Forest fire preparedness to be intensified
When fighting forest fires, it is essential to ensure smooth cooperation between authorities and other operators. This applies to both preparedness for forest fires and extinguishing work if a fire occurs. Emergency services authorities, representatives from the Finnish Meteorological Institute and forestry sector operators are meeting today at a seminar hosted by the Finnish Association of Fire Chiefs to discuss experiences with forest fires over the past few years and measures to prepare for future fires.
Last July, the Finnish municipality of Pyhäranta experienced a large-scale forest fire by Finnish standards. The damage caused by the fire would have been significantly greater without the fast, efficient action of emergency services, the local authorities and their networks. In Finland, the spread of forest fires is prevented through many predetermined measures, and rescue services generally make it to the area quickly using the dense forest road network. We are also usually able to detect fires quickly using satellite imaging and aerial fire detection.
However, climate change is increasing the risk of large-scale forest fires, which is why it is necessary to invest in preventing and combating forest fires at the local, regional and national levels. The Finnish Forest Centre, for example, is developing three-dimensional forest fire maps to support the work of rescue authorities based on open forest data, three-dimensional laser scanning and wild woods data. The forest fire maps show the locations where forest fires are most likely to occur and how they could spread through the terrain. They also indicate forest roads and important waterways for extinguishing.
Good forest management plays an essential role in forest fire preparedness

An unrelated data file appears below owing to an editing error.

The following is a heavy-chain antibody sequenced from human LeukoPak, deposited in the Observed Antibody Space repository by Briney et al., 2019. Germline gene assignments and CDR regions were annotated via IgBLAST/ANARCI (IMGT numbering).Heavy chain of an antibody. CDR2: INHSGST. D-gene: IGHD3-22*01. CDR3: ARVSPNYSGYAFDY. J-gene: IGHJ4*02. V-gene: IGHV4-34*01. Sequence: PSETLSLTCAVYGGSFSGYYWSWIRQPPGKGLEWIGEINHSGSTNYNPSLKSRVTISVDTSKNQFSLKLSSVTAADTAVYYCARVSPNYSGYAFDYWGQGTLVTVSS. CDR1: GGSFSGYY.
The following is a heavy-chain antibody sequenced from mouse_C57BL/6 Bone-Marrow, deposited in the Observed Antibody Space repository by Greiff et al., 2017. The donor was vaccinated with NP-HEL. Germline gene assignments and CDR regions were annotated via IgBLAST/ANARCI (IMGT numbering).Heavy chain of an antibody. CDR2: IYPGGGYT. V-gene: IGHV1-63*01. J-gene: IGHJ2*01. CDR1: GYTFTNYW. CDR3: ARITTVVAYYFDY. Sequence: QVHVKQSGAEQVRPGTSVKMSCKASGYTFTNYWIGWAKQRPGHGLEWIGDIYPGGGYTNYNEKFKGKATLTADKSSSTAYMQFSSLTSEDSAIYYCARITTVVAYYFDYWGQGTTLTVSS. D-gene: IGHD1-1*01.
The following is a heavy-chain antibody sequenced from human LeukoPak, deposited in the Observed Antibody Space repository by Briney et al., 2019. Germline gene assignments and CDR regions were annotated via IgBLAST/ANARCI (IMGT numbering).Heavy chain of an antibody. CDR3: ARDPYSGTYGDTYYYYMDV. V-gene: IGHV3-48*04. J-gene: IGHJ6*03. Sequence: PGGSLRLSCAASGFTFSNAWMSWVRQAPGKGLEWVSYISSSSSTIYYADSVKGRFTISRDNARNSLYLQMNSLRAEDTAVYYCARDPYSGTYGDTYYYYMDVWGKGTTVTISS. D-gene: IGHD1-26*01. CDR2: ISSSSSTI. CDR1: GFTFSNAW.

Well-managed forests with sufficient biodiversity are better equipped to withstand pressure from the changing climate. With this in mind, the newly updated National Forest Strategy (in Finnish, summary in English) coordinated by the Ministry of Agriculture and Forestry now places a stronger focus on developing climate sustainable forest management practices.
The Finnish Meteorological Institute regularly assesses the flammability of forest terrain based on weather observations and calculation models in its forest fire index and issues forest and grass fire warnings when necessary. The Ministry of the Interior and rescue services, for their part, issue open fire bans when necessary and distribute information on what to do during a forest fire warning. If forest fires do occur despite these measures, emergency services work to extinguish them as soon as possible in cooperation with the Finnish Forest Centre’s preparedness groups, contract fire brigades, other authorities and volunteers when necessary.
There has also been an increase in international cooperation to prepare for forest fires. Forest fires have been discussed at various cooperation forums at the Nordic, European Union and broader international levels. Last autumn, the Nordic countries’ Ministers of Agriculture and Forestry agreed to strengthen Nordic cooperation in order to mitigate the problems caused by drought and forest fires. A report describing the forest fire situation and measures to fight forest fires in the different countries is currently being prepared as a result of the cooperation.
• Tatu Torniainen, Ministerial Adviser, Ministry of Agriculture and Forestry, tel. +358 29 516 2162, firstname.lastname@example.org
• Rami Ruuska, Senior Officer for Rescue Services, Ministry of the Interior, tel. +358 295 488 424, email@example.com
• Finnish Forest Centre (particularly inquiries on forest fire maps): Leena Leskinen, Business Manager, tel. +358 29 432 5051, +358 50 308 4696, firstname.lastname@example.org